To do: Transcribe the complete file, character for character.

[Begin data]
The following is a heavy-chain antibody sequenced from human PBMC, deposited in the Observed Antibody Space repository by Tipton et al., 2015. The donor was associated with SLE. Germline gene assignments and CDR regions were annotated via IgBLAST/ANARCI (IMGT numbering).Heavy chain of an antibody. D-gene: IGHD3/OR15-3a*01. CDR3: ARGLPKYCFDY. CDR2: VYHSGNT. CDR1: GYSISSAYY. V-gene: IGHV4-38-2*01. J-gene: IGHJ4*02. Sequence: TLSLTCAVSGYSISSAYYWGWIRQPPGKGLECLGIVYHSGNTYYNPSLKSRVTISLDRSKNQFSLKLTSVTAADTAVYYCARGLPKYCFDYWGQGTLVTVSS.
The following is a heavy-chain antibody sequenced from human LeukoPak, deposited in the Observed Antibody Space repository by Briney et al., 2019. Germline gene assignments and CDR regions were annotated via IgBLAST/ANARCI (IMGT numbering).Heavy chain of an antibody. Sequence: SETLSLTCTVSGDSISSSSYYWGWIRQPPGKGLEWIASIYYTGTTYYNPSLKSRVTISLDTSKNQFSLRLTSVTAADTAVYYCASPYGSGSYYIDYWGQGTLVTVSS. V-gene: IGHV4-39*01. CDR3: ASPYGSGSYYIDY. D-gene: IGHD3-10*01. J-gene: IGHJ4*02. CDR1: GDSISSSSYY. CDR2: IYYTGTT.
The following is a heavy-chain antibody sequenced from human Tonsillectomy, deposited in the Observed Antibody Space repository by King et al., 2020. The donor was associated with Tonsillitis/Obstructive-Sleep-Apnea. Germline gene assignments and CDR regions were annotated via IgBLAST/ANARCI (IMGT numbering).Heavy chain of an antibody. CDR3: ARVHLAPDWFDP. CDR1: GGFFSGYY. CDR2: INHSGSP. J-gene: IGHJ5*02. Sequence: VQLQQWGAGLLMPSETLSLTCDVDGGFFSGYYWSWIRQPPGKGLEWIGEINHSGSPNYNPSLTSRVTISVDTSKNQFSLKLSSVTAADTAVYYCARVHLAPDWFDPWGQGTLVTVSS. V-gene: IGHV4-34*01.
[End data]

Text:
The following is a heavy-chain antibody sequenced from human PBMC, deposited in the Observed Antibody Space repository by Tipton et al., 2015. The donor was associated with SLE. Germline gene assignments and CDR regions were annotated via IgBLAST/ANARCI (IMGT numbering).Heavy chain of an antibody. D-gene: IGHD3/OR15-3a*01. CDR3: ARGLPKYCFDY. CDR2: VYHSGNT. CDR1: GYSISSAYY. V-gene: IGHV4-38-2*01. J-gene: IGHJ4*02. Sequence: TLSLTCAVSGYSISSAYYWGWIRQPPGKGLECLGIVYHSGNTYYNPSLKSRVTISLDRSKNQFSLKLTSVTAADTAVYYCARGLPKYCFDYWGQGTLVTVSS.
The following is a heavy-chain antibody sequenced from human LeukoPak, deposited in the Observed Antibody Space repository by Briney et al., 2019. Germline gene assignments and CDR regions were annotated via IgBLAST/ANARCI (IMGT numbering).Heavy chain of an antibody. Sequence: SETLSLTCTVSGDSISSSSYYWGWIRQPPGKGLEWIASIYYTGTTYYNPSLKSRVTISLDTSKNQFSLRLTSVTAADTAVYYCASPYGSGSYYIDYWGQGTLVTVSS. V-gene: IGHV4-39*01. CDR3: ASPYGSGSYYIDY. D-gene: IGHD3-10*01. J-gene: IGHJ4*02. CDR1: GDSISSSSYY. CDR2: IYYTGTT.
The following is a heavy-chain antibody sequenced from human Tonsillectomy, deposited in the Observed Antibody Space repository by King et al., 2020. The donor was associated with Tonsillitis/Obstructive-Sleep-Apnea. Germline gene assignments and CDR regions were annotated via IgBLAST/ANARCI (IMGT numbering).Heavy chain of an antibody. CDR3: ARVHLAPDWFDP. CDR1: GGFFSGYY. CDR2: INHSGSP. J-gene: IGHJ5*02. Sequence: VQLQQWGAGLLMPSETLSLTCDVDGGFFSGYYWSWIRQPPGKGLEWIGEINHSGSPNYNPSLTSRVTISVDTSKNQFSLKLSSVTAADTAVYYCARVHLAPDWFDPWGQGTLVTVSS. V-gene: IGHV4-34*01.